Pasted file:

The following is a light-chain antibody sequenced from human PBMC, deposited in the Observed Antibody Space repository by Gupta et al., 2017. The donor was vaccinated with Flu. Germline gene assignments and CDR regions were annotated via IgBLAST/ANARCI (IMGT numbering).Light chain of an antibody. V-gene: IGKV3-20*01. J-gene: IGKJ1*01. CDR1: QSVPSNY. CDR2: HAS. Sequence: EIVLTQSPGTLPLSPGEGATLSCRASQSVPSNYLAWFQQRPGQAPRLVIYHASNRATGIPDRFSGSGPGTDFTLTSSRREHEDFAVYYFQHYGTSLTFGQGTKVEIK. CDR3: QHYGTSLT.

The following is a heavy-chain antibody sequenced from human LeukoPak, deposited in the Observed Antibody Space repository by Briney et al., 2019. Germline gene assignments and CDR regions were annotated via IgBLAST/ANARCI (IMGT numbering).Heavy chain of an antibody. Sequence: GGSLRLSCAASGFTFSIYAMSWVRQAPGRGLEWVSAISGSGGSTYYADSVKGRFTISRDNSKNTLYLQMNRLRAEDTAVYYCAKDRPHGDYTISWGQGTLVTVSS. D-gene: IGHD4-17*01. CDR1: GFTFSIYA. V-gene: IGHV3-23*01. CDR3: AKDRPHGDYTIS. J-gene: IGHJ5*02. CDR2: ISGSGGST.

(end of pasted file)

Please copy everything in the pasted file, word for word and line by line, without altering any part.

The following is a light-chain antibody sequenced from human PBMC, deposited in the Observed Antibody Space repository by Gupta et al., 2017. The donor was vaccinated with Flu. Germline gene assignments and CDR regions were annotated via IgBLAST/ANARCI (IMGT numbering).Light chain of an antibody. V-gene: IGKV3-20*01. J-gene: IGKJ1*01. CDR1: QSVPSNY. CDR2: HAS. Sequence: EIVLTQSPGTLPLSPGEGATLSCRASQSVPSNYLAWFQQRPGQAPRLVIYHASNRATGIPDRFSGSGPGTDFTLTSSRREHEDFAVYYFQHYGTSLTFGQGTKVEIK. CDR3: QHYGTSLT.

The following is a heavy-chain antibody sequenced from human LeukoPak, deposited in the Observed Antibody Space repository by Briney et al., 2019. Germline gene assignments and CDR regions were annotated via IgBLAST/ANARCI (IMGT numbering).Heavy chain of an antibody. Sequence: GGSLRLSCAASGFTFSIYAMSWVRQAPGRGLEWVSAISGSGGSTYYADSVKGRFTISRDNSKNTLYLQMNRLRAEDTAVYYCAKDRPHGDYTISWGQGTLVTVSS. D-gene: IGHD4-17*01. CDR1: GFTFSIYA. V-gene: IGHV3-23*01. CDR3: AKDRPHGDYTIS. J-gene: IGHJ5*02. CDR2: ISGSGGST.